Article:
You should read the first few chapters of Steven Pinker's "The Better Angels of Our Nature", in which he documents historical evidence of the ways in which people were nasty to each other. He focuses mostly on physical nastiness, violence, but lots of other sorts of nastiness are covered in passing, or obviously implied. Society is much, much better than it used to be. Empathy for strangers is normal today. It wasn't always.

Comment Re:Things are looking up (Score 1) 201

In 1914, there was no entertainment as you imagine.

So radio, films, plays, books, and concerts didn't exist?

Note the correction of the year. 1940 was obviously a typo, the discussion was about 1914.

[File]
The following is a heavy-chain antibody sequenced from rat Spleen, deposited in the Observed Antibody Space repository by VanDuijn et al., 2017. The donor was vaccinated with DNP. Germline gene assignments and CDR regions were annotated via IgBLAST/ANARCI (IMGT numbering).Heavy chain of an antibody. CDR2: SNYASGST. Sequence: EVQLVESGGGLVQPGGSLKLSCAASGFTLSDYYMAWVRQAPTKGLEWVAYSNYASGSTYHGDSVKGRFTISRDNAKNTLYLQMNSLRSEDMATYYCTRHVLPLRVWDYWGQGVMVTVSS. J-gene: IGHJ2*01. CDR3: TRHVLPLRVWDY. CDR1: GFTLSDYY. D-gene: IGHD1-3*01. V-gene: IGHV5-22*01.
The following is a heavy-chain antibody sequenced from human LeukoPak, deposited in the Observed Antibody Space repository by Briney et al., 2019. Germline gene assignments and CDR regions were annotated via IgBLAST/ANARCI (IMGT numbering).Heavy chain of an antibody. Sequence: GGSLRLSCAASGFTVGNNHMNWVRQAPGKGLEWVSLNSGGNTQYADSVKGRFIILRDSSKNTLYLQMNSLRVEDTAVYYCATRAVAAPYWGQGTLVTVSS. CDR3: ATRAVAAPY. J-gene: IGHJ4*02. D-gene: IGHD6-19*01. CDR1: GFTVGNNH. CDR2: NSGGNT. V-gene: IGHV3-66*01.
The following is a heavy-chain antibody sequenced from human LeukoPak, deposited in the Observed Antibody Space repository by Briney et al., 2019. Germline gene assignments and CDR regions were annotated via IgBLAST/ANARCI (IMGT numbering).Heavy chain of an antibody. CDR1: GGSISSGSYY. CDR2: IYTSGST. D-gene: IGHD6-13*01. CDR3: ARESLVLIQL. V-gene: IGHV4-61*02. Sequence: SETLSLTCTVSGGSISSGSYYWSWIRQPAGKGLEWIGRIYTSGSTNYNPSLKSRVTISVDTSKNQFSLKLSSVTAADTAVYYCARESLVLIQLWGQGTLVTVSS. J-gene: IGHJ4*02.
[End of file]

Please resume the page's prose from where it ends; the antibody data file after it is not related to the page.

Radio was demonstrated but not used commercially in 1914. No, films didn't exist. Plays and concerts did, but high-quality productions were pretty much limited to major cities. Books, yes.

books were expensive and rare, etc.

Poppycock, etc.

I have difficulty believing anyone could be so completely ignorant of history. But apparently you are.

Compared to today, yes, books were expensive and rare. Most everything was dramatically more expensive than it is today, in terms of what a person with the median income could afford, and that included books. In 1914 most homes had a small number of books, far fewer than today. But the typical person also had far less leisure time.

Comment Re:enough already... (Score 1) 316

Normally I tend to think Dawkins is bit of a dick (And I say that as someone who is also a rusted on atheist) but yeah.

A lot of liberals seem terminally worried about offending with religion , but its not clear whos getting offended.